What happened in the first week of session? Not too much but don't worry, it's just getting started.
It’s back to school for legislators!
This past week was the opening gavel for the 2015 legislature with Tuesday’s ceremonial opening and Thursday’s first session and the introduction of bills
By the Numbers:
(A simple majority is needed to pass a bill, a 2/3 majority for a bonding bill.)
1/6/2015—First day of session
1st deadline - ?
2nd deadline - ?
3rd deadline -?
Deadlines will be voted on in a resolution probably next week.
Easter Break generally falls week before Easter, which this year is April 5.
TBD—Last Day of Session. The state constitution limits the Legislature to meeting 120 legislative days during each biennium. In addition, the Legislature may not meet in regular session after the first Monday following the third Saturday in May of any year.
They may meet as long as possible this year and not meet next year at all!
Explanation of Deadlines (Joint Rule 2.03, Deadlines)
There is no yearly deadline for the introduction of bills. However, each year the Legislature establishes deadlines for committee action on bills. Committee deadlines are announced during the first half of a session in order to winnow the list of topics to be dealt with that year.
"The deadlines do not apply to the House committees on Capital Investment, Ways and Means, Finance, Taxes, or Rules and Legislative Administration, nor to the Senate committees on Capital Investment, Finance, Taxes, or Rules and Administration."
"The first deadline is for committees to act favorably on bills in the house of origin."
"The second deadline is for committees to act favorably on bills, or companions of bills, that met the first deadline in the other house."
"The third deadline is for committees to act favorably on major appropriation and finance bills."
- The geography/partisanship of the 2014 House Election (MinnPost). Yes the GOP caucus has a lot of new rural members this session.
- How a Bill becomes a law in Minnesota.
- Where are the bills? As they are introduced, You can find them here: House; Senate
- Where do I find out when committee hearings are?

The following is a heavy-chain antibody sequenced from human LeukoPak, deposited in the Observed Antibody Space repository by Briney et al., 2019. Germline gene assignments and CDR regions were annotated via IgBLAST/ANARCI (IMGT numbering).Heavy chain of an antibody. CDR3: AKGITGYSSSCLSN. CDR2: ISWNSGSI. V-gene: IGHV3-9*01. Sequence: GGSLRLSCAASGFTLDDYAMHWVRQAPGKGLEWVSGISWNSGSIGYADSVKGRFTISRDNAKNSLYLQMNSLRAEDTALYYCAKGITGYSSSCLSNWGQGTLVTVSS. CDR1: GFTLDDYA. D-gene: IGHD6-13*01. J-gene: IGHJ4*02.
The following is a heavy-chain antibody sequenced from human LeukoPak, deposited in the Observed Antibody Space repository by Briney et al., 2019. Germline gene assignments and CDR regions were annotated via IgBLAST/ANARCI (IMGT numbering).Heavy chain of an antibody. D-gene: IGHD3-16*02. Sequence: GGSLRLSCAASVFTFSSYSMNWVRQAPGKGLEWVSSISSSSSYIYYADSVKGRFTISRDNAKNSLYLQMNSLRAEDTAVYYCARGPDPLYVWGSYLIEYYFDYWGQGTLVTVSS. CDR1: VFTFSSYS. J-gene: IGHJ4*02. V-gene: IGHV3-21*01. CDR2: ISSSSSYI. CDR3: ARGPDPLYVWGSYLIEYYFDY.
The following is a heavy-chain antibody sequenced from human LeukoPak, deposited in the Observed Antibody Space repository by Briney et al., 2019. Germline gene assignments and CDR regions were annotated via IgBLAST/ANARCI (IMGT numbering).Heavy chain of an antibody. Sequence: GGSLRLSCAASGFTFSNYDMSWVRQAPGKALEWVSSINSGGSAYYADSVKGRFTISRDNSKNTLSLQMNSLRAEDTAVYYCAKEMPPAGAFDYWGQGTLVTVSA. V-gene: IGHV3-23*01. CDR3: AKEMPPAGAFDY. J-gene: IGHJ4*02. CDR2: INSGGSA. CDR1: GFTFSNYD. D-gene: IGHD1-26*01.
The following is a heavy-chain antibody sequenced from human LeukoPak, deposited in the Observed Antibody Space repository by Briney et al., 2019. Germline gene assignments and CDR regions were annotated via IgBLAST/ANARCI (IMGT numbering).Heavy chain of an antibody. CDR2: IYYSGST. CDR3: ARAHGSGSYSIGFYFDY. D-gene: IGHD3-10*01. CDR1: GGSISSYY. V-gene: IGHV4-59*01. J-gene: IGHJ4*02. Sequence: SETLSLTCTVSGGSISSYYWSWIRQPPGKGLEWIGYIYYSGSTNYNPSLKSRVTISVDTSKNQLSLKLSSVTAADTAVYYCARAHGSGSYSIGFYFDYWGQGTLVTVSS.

This week: action in the Rules Committee
Among the 23 housekeeping rules that were passed (unanimously) House members voted to increase their housing allowance (by $200 a month) and set a budget for postage. From the Session Daily:
The most significant departure from previous rules was found in resolution2015-R3, which authorizes reimbursements for living expenses to House members whose home is more than 50 miles from the Capitol. It raised the reimbursement for housing expenses by $200 monthly in order to offset the rising costs of lodging in the area.
“What we have found is that the most popular places for members to stay in, have increased their rates for the last few years,” said House Controller Jim Reinholdz. “We are looking to increase this so members’ expenses are covered and they aren’t forced to pay for some of their lodging out of their pocket.”
Qualifying members will now receive $1,500 per month for lodging expenses and their total reimbursement for that expense may not exceed $27,000 during the biennium.
Resolutions were also adopted that capped lawmakers’ postage allotment for the biennium ($2,112 in 2015 and $1,056 in 2016), the compensation and honorarium received by the House Chaplain ($35 per legislative day, $2,000 per year) and the starting budgets for House committees and the Minority Caucus ($2,000 each). Those budgets serve as the starting point for expenditures and will be adjusted going forward, Reinholdz said.
The committee determines the policies and procedures that govern the House and has the power to determine the circumstances under which each bill reaches the floor and is debated.
The House will be going through introductions. All of the committees and committee chairs are new and there are a lot of new members. They will hear from non partisan staff who will explain the committees jurisdictions.
Senate Committees will reassemble and hear testimony from various agencies. New Secretary of State Steve Simon will present testimony on Thursday in the Senate Elections subcommittee.